Federal wildlife officials on Friday for the first time agreed not to prosecute a developer if an endangered California condor is struck and killed by turbine blades at its proposed wind farm in the Tehachapi Mountains, about 100 miles north of Los Angeles.
In granting a right-of-way, the U.S. Bureau of Land Management, with approval of the U.S. Fish and Wildlife Service, will shield Alta Windpower Development from prosecution if a condor is fatally injured at its 2,300-acre site near the high-desert town of Mojave during the projected 30-year lifetime of the project.
The Fish and Wildlife Service believes that the likelihood of a condor being killed at the 153-megawatt project, a subsidiary of Terra-Gen Power, is low because site is outside the bird’s historic range and on the leeward slopes all but devoid of thermal updrafts the majestic scavengers with 10-foot wingspans need to gain altitude and soar.
Also, Terra-Gen plans to install a detection system designed to switch off its 456-foot-tall turbines when condors are spotted nearby. Terra-Gen voluntarily reduced the size of the project from 106 turbines to 51 spread across 4 square miles of mostly BLM land to minimize effects on wildlife, including golden eagles.
The detector is to include a telemetry system to track signals from radio transmitters attached to condors flying within 16 miles of the facility, radar to detect untagged birds and on-site biologists to report condor sightings. If a condor ventures within 2 miles, the speed of rotating turbine blades will be reduced from 150 mph to 15 mph within two minutes, and down to 3 mph a few minutes after that, Terra-Gen officials said.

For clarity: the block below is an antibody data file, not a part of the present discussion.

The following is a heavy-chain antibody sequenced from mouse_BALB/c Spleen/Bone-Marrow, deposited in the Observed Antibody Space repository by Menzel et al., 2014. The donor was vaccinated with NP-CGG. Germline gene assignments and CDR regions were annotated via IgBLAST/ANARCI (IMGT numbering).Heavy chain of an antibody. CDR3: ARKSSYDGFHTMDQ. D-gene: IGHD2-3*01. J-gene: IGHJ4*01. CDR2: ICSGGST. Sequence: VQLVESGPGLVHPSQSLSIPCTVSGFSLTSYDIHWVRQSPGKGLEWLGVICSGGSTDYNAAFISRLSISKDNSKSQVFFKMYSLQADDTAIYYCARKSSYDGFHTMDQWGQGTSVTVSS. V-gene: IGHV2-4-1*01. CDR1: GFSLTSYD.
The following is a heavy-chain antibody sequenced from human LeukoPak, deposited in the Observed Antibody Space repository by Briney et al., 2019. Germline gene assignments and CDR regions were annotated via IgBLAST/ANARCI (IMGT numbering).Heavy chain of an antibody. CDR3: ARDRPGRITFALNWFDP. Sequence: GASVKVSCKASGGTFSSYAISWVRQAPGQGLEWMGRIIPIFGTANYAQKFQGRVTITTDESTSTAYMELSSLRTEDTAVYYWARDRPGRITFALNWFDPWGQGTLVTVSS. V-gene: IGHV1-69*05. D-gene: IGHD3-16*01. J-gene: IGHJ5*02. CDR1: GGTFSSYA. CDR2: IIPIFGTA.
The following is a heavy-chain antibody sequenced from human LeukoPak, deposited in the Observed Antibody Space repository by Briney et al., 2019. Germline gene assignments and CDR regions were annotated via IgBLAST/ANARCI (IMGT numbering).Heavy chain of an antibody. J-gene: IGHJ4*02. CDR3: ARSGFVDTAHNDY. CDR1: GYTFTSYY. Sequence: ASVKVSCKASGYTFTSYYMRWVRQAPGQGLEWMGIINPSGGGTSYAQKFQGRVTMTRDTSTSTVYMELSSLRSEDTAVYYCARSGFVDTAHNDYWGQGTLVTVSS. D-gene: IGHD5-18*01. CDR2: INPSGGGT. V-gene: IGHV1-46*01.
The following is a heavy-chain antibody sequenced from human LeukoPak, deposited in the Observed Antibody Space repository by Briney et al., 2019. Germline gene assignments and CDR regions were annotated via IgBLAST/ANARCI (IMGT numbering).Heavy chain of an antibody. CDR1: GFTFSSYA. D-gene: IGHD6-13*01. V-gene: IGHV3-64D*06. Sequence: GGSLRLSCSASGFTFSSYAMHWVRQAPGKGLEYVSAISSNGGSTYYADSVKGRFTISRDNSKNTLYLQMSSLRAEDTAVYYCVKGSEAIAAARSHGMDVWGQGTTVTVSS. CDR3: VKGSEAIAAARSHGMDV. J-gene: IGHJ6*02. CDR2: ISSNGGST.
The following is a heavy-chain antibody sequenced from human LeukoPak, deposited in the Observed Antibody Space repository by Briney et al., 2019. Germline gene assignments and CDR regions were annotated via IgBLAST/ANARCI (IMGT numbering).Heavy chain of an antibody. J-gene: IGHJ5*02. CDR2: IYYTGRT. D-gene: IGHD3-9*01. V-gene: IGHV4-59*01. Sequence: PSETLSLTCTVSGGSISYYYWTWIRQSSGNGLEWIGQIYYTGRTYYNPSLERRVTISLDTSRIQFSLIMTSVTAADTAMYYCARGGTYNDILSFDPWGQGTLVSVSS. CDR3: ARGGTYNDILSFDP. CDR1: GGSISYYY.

“This project is leading the way in condor-avoidance systems,” said Randy Hoyle, head of wind and solar development for Terra-Gen. “But if there were a strike, there would be serious repercussions for us including an immediate halt to daytime operations and required development of additional measures to avoid further threats."
Terra-Gen intends to share its detection data with other wind farms in the area, a wind energy hot spot in eastern Kern County bristling with thousands of turbines that have been in operation for decades, to enhance condor avoidance. The company said it will also provide $100,000 per year for the life of the project to condor recovery efforts.Steve Henry, the Fish and Wildlife Service's deputy field supervisor in Ventura, said the agreement with Terra-Gen "sets a standard for other wind energy facilities" and "provides condors with more protections than they have right now."
"We are encouraging other companies to work with us to achieve a permit," he added. "Without that in place, condors are at greater risk."
Federal law prohibits the harassment or killing of endangered species for any reason. Penalties for killing a condor include up to $100,000 in fines and a year in imprisonment for an individual, and up to $200,000 in fines for an organization.
"For wind energy companies, that means if a condor is killed at one of their facilities they will be investigated and likely be prosecuted," Jill Birchell, Fish and Wildlife Service special agent in charge for California and Nevada.
Some environmentalists said they worry that the agreement will weaken the concept of federal protections for endangered species and their crucial habitats.
“The California condor is a flagship species of the Endangered Species Act,” said Kelly Fuller, wind campaign coordinator for the American Bird Conservancy. “If taking a condor is allowed, what won’t be allowed?”
Tens of millions of dollars have been spent over the last three decades on condor recovery efforts led by the Fish and Wildlife Service, including captive breeding programs funded by private donors and organizations including the Los Angeles Zoo and the San Diego Zoo Safari Park.
Today, there are as many condors in the wild as there were in the 1950s. However, condor recovery programs have made the 138 free-flying condors in California reliant on humans for food free of contamination from lead ammunition. Condors born and bred in captivity and released into the wild must be trapped, then tested and treated for lead poisoning.